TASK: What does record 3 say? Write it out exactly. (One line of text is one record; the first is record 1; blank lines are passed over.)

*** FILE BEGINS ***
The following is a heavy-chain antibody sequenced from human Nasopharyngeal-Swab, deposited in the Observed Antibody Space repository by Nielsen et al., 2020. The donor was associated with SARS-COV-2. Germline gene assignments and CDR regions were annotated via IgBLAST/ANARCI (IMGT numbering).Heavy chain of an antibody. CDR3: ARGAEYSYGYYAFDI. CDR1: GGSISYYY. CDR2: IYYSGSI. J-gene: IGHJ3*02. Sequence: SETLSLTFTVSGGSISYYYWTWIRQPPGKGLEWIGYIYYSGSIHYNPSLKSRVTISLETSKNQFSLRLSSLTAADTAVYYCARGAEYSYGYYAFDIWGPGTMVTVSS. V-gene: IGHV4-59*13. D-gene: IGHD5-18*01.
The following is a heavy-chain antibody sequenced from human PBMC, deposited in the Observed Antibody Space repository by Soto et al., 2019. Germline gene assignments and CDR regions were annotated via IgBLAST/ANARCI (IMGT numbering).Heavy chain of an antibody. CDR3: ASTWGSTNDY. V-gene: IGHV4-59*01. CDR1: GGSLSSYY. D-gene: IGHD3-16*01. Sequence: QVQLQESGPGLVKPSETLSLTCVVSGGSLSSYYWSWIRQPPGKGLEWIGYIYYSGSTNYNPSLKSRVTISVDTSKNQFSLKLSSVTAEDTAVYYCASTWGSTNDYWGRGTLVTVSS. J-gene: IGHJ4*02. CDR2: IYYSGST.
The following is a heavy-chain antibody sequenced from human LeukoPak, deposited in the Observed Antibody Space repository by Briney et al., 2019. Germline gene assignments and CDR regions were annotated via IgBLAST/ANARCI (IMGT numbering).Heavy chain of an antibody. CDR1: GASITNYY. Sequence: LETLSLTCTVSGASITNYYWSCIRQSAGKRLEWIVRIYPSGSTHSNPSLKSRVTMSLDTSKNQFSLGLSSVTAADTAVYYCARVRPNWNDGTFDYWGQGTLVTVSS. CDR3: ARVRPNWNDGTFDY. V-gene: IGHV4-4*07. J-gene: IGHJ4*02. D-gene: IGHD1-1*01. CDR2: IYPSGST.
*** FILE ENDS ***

The following is a heavy-chain antibody sequenced from human LeukoPak, deposited in the Observed Antibody Space repository by Briney et al., 2019. Germline gene assignments and CDR regions were annotated via IgBLAST/ANARCI (IMGT numbering).Heavy chain of an antibody. CDR1: GASITNYY. Sequence: LETLSLTCTVSGASITNYYWSCIRQSAGKRLEWIVRIYPSGSTHSNPSLKSRVTMSLDTSKNQFSLGLSSVTAADTAVYYCARVRPNWNDGTFDYWGQGTLVTVSS. CDR3: ARVRPNWNDGTFDY. V-gene: IGHV4-4*07. J-gene: IGHJ4*02. D-gene: IGHD1-1*01. CDR2: IYPSGST.